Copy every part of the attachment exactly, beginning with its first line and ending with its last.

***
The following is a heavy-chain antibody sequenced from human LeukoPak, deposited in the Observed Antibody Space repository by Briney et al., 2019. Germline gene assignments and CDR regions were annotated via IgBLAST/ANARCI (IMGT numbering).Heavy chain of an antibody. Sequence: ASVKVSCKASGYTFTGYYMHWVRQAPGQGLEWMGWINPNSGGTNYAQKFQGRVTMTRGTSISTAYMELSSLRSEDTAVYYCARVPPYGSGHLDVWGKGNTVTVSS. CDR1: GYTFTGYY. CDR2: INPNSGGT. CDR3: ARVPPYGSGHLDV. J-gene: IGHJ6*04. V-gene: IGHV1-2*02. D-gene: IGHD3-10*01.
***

The following is a heavy-chain antibody sequenced from human LeukoPak, deposited in the Observed Antibody Space repository by Briney et al., 2019. Germline gene assignments and CDR regions were annotated via IgBLAST/ANARCI (IMGT numbering).Heavy chain of an antibody. Sequence: ASVKVSCKASGYTFTGYYMHWVRQAPGQGLEWMGWINPNSGGTNYAQKFQGRVTMTRGTSISTAYMELSSLRSEDTAVYYCARVPPYGSGHLDVWGKGNTVTVSS. CDR1: GYTFTGYY. CDR2: INPNSGGT. CDR3: ARVPPYGSGHLDV. J-gene: IGHJ6*04. V-gene: IGHV1-2*02. D-gene: IGHD3-10*01.